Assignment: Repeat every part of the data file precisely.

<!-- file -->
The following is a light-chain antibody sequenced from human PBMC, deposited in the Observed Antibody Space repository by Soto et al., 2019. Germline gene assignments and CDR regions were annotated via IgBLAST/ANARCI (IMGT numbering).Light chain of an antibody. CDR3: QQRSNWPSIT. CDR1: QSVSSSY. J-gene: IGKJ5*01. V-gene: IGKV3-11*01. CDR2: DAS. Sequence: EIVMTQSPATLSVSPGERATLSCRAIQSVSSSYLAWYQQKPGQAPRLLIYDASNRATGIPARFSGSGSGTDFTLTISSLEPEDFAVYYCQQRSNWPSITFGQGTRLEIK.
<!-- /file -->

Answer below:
The following is a light-chain antibody sequenced from human PBMC, deposited in the Observed Antibody Space repository by Soto et al., 2019. Germline gene assignments and CDR regions were annotated via IgBLAST/ANARCI (IMGT numbering).Light chain of an antibody. CDR3: QQRSNWPSIT. CDR1: QSVSSSY. J-gene: IGKJ5*01. V-gene: IGKV3-11*01. CDR2: DAS. Sequence: EIVMTQSPATLSVSPGERATLSCRAIQSVSSSYLAWYQQKPGQAPRLLIYDASNRATGIPARFSGSGSGTDFTLTISSLEPEDFAVYYCQQRSNWPSITFGQGTRLEIK.